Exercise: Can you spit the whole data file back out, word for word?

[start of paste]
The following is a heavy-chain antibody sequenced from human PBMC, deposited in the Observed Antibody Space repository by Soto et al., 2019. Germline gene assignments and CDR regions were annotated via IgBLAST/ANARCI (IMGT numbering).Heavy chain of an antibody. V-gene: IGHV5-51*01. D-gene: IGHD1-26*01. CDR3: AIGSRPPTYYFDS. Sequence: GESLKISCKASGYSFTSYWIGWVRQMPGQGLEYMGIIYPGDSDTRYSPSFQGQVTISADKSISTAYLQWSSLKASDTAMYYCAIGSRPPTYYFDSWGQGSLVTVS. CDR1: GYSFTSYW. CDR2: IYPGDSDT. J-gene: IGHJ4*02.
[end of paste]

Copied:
The following is a heavy-chain antibody sequenced from human PBMC, deposited in the Observed Antibody Space repository by Soto et al., 2019. Germline gene assignments and CDR regions were annotated via IgBLAST/ANARCI (IMGT numbering).Heavy chain of an antibody. V-gene: IGHV5-51*01. D-gene: IGHD1-26*01. CDR3: AIGSRPPTYYFDS. Sequence: GESLKISCKASGYSFTSYWIGWVRQMPGQGLEYMGIIYPGDSDTRYSPSFQGQVTISADKSISTAYLQWSSLKASDTAMYYCAIGSRPPTYYFDSWGQGSLVTVS. CDR1: GYSFTSYW. CDR2: IYPGDSDT. J-gene: IGHJ4*02.